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Bells Punctuate March On Washington Anniversary

Aug 28, 2013
Originally published on August 28, 2013 5:39 pm
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MELISSA BLOCK, HOST:

From NPR News, this is ALL THINGS CONSIDERED. I'm Melissa Block.

ROBERT SIEGEL, HOST:

And I'm Robert Siegel.

Fifty years ago today, a march that helped define a movement.

(SOUNDBITE OF ARCHIVED SPEECH)

DR. MARTIN LUTHER KING, JR.: I am happy to join with you today in what will go down in history as the greatest demonstration for freedom in the history of our nation.

SIEGEL: That, of course, was the Reverend Martin Luther King, Jr. Today marks the 50th anniversary of the March on Washington.

BLOCK: Under cloudy skies and in rain, thousands gathered today on the National Mall to commemorate the peaceful protest. Across the country, at 3:00 Eastern Time, bells rang out in honor of the great refrain from King's "I Have A Dream Speech," let freedom ring.

(SOUNDBITE OF BELLS)

BLOCK: Those bells from Grace Presbyterian Church in Jenkintown, Pennsylvania.

SIEGEL: Saint Francis of Assisi Roman Catholic Church in Los Angeles.

(SOUNDBITE OF BELLS)

BLOCK: And a bell rang from the Lincoln Memorial itself. It's the same bell that hung in the 16th Street Baptist Church in Birmingham, Alabama, before the church was bombed in 1963.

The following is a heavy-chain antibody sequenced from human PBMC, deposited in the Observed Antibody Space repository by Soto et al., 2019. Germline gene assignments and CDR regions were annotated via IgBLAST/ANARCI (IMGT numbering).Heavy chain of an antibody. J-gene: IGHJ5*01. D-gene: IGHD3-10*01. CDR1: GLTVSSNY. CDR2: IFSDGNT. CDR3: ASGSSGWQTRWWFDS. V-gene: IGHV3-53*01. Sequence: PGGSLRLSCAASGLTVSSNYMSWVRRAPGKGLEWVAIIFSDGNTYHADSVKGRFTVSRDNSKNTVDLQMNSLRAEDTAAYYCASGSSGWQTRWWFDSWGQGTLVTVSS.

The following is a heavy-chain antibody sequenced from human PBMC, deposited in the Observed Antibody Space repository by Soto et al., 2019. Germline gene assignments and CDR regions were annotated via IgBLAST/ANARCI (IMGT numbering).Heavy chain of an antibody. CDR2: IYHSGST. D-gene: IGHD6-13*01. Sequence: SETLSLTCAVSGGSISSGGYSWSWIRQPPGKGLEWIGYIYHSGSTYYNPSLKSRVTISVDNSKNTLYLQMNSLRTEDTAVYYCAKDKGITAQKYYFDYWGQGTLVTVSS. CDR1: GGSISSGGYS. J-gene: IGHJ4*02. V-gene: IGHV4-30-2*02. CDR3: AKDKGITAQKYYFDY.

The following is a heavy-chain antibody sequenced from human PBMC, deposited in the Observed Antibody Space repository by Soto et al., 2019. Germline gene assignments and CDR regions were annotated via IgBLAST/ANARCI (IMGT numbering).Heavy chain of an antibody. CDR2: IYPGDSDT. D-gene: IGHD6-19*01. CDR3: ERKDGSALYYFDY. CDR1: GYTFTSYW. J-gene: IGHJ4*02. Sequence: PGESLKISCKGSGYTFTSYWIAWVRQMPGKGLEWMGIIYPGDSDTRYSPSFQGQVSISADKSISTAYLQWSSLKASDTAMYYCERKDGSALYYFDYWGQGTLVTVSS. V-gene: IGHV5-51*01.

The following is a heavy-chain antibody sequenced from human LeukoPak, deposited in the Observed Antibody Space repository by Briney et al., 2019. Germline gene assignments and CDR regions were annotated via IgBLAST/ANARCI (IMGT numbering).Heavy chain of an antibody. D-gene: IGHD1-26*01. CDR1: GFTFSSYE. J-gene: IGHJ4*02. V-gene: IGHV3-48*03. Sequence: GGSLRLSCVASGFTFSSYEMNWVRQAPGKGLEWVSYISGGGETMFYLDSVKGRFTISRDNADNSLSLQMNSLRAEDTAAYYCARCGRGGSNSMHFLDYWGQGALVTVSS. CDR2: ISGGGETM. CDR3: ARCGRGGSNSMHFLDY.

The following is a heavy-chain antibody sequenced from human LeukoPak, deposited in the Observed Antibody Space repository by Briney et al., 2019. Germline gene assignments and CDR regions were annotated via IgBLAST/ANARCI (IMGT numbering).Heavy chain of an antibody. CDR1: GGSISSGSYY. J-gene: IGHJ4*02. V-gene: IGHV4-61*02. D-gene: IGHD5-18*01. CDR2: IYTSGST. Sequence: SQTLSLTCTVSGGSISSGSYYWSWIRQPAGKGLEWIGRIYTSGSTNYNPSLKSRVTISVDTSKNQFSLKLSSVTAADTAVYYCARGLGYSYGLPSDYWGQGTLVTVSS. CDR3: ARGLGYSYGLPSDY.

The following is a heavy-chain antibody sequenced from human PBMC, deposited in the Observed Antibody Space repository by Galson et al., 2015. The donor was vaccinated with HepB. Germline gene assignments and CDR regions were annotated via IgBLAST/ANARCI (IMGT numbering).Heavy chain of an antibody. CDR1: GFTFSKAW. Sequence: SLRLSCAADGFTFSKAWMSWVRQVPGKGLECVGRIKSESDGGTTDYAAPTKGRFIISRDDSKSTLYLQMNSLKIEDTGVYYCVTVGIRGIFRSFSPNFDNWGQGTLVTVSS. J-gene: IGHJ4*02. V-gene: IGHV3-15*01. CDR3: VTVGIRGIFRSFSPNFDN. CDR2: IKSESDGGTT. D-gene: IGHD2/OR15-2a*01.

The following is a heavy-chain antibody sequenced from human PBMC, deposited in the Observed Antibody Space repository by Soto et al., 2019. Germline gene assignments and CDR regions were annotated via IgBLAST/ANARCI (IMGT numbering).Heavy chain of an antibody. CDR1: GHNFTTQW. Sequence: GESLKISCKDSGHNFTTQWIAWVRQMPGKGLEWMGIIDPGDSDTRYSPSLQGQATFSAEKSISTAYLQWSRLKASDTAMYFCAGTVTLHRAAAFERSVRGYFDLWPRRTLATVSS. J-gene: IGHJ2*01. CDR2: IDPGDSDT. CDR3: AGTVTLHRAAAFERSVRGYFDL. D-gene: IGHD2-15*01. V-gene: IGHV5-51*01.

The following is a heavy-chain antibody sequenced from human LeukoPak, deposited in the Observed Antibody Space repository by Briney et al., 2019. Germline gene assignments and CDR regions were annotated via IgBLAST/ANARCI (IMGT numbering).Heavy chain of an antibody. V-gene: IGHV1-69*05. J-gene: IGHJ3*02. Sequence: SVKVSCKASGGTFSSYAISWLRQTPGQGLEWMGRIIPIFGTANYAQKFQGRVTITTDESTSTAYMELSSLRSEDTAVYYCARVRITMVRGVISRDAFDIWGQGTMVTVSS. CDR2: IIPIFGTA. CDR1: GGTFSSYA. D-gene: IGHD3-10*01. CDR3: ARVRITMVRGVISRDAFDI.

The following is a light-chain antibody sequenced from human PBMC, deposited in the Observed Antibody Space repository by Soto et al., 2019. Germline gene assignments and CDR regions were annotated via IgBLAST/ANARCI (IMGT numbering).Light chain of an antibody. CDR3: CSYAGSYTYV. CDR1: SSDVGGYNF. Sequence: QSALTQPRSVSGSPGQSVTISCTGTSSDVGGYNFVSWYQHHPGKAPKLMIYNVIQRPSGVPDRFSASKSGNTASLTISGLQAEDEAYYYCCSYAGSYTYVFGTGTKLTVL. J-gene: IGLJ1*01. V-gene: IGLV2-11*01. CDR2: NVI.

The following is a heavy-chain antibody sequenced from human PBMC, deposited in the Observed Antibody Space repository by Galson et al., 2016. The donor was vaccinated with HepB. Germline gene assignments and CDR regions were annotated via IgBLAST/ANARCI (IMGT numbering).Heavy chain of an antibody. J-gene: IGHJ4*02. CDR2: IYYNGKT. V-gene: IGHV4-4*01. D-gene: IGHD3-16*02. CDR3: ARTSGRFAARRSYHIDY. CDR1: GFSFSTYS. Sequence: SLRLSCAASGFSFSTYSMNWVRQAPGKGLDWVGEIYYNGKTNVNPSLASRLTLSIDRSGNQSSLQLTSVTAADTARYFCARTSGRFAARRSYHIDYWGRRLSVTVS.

SIEGEL: Participants in today's event expressed both joy for the progress made since the march but also frustration with the long path ahead. Here's a small sample of voices from those who attended today's gathering.

MARY JOHNSON: Martin Luther King gave this great speech about I have a dream, but it really wasn't about his dream. It was about what was owed, what was promised way back that he was talking about. And so, those promises have not been delivered on. And so, this is what needs to be brought to the forefront.

ANNE KRUGER: I don't think there's a simple answer to point a finger at this, that or the other. But we certainly haven't solved the race problem and we haven't the honest discussion. And we haven't solved the class problems.

BRIAN KILDEE: There's more to do. It's more than just a memorial of something that was successful 50 years ago. It's a call to straighten out what this country needs to straighten out.

SIEGEL: That's Brian Kildee of Maryland, Anne Kruger of Virginia, and Mary Johnson of Washington, D.C. Transcript provided by NPR, Copyright NPR.